CSI: Forensic Science on TV vs. Real Life


Eight years ago, CBS debuted a new kind of crime drama, called CSI. The original show followed crime scene investigators in Las Vegas as they used fingerprints and DNA to help the police solve grisly murders and other crimes.

CSI: Crime Scene Investigation quickly became the most-watched program on TV, and it remains a top-five program. It is credited for being largely responsible for helping CBS become the most watched network in America and has spawned two spin-offs: CSI: Miami and CSI: New York.

More interestingly, the popularity of the CSI franchise, as well as other shows like Bones, Dexter, and the Law & Order franchise, has created a fascination with forensic science by the American public.

Among other effects, this fascination with crime scene forensics has actually led to a rise in enrollment in forensic science and criminalistics programs. But is working as a forensic science technician really like what we see William Peterson, David Caruso, and Gary Sinise do every week? Well, not exactly.

CSI: Real Life

The series has CSIs interrogating suspects and arresting people. This doesn’t necessarily happen in real life. Forensic science technicians are not the police. They help the police solve crimes more passively, by collecting and analyzing the physical evidence of a crime scene, and interpreting what occurred during the crime for the benefit of investigating detectives and officers. Slapping on the cuffs? They leave that to the other guys.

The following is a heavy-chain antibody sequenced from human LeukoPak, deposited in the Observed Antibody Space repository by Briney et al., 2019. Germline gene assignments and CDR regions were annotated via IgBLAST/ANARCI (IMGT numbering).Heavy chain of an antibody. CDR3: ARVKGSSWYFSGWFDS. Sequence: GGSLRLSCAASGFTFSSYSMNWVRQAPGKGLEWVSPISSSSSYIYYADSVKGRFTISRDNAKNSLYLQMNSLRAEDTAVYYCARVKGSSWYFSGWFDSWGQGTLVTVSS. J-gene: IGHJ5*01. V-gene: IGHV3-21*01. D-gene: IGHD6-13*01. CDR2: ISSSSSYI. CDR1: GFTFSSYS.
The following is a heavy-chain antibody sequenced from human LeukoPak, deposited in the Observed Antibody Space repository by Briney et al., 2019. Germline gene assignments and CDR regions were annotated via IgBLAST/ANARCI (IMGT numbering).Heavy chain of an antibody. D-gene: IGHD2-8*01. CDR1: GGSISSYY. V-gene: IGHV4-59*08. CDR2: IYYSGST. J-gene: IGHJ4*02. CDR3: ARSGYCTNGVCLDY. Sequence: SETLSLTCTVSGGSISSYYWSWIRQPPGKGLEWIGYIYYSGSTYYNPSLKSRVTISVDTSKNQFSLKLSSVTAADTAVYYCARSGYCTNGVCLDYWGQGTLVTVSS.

In real life, forensic science technicians come in a few different forms. They can be crime scene analysts, who pick over crime scenes to process and collect evidence, or they can be lab analysts, who stay in the crime lab and run tests on the evidence collected in the field.

CSIs can also specialize in certain areas of forensics, such as fingerprints, DNA analysis, firearm testing, or trace evidence (such as hair, body fluids, and fibers). One somewhat accurate example of this is the main character of the Showtime series Dexter, who is a blood spatter specialist. Though this CSI adaptation throws in a very original premise twist (Dexter also happens to be a serial killer), the work he does in front of his colleagues is more on the mark.

So if you ever decide to consider a career in forensics, make sure you know what to expect. (One plus side: not having to work with Horatio Caine.)

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